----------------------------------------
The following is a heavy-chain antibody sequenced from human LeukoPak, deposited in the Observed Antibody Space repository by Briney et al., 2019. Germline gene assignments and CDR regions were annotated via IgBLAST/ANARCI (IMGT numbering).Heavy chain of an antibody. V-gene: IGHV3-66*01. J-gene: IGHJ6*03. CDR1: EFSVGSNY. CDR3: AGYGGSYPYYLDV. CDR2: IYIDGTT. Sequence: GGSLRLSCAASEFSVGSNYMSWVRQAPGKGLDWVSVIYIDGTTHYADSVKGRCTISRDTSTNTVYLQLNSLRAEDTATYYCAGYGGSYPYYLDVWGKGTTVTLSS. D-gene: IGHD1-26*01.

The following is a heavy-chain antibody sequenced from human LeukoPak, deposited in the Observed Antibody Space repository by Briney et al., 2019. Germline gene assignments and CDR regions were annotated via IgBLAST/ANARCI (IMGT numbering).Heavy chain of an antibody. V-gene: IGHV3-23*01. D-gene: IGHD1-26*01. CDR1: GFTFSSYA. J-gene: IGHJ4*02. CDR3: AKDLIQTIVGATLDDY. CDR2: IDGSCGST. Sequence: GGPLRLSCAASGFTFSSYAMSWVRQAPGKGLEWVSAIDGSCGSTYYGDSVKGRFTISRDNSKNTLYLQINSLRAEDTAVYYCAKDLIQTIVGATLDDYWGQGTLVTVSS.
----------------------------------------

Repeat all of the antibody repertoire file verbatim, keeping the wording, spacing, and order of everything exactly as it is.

The following is a heavy-chain antibody sequenced from human LeukoPak, deposited in the Observed Antibody Space repository by Briney et al., 2019. Germline gene assignments and CDR regions were annotated via IgBLAST/ANARCI (IMGT numbering).Heavy chain of an antibody. V-gene: IGHV3-66*01. J-gene: IGHJ6*03. CDR1: EFSVGSNY. CDR3: AGYGGSYPYYLDV. CDR2: IYIDGTT. Sequence: GGSLRLSCAASEFSVGSNYMSWVRQAPGKGLDWVSVIYIDGTTHYADSVKGRCTISRDTSTNTVYLQLNSLRAEDTATYYCAGYGGSYPYYLDVWGKGTTVTLSS. D-gene: IGHD1-26*01.

The following is a heavy-chain antibody sequenced from human LeukoPak, deposited in the Observed Antibody Space repository by Briney et al., 2019. Germline gene assignments and CDR regions were annotated via IgBLAST/ANARCI (IMGT numbering).Heavy chain of an antibody. V-gene: IGHV3-23*01. D-gene: IGHD1-26*01. CDR1: GFTFSSYA. J-gene: IGHJ4*02. CDR3: AKDLIQTIVGATLDDY. CDR2: IDGSCGST. Sequence: GGPLRLSCAASGFTFSSYAMSWVRQAPGKGLEWVSAIDGSCGSTYYGDSVKGRFTISRDNSKNTLYLQINSLRAEDTAVYYCAKDLIQTIVGATLDDYWGQGTLVTVSS.